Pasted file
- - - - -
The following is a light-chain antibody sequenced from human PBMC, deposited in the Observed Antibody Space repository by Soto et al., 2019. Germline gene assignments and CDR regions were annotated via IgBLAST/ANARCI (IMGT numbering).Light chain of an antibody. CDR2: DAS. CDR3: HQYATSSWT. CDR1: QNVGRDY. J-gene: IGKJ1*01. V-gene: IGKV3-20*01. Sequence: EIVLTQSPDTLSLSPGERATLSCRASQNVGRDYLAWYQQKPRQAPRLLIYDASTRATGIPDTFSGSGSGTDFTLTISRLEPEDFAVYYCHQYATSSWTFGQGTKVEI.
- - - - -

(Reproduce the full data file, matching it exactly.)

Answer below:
The following is a light-chain antibody sequenced from human PBMC, deposited in the Observed Antibody Space repository by Soto et al., 2019. Germline gene assignments and CDR regions were annotated via IgBLAST/ANARCI (IMGT numbering).Light chain of an antibody. CDR2: DAS. CDR3: HQYATSSWT. CDR1: QNVGRDY. J-gene: IGKJ1*01. V-gene: IGKV3-20*01. Sequence: EIVLTQSPDTLSLSPGERATLSCRASQNVGRDYLAWYQQKPRQAPRLLIYDASTRATGIPDTFSGSGSGTDFTLTISRLEPEDFAVYYCHQYATSSWTFGQGTKVEI.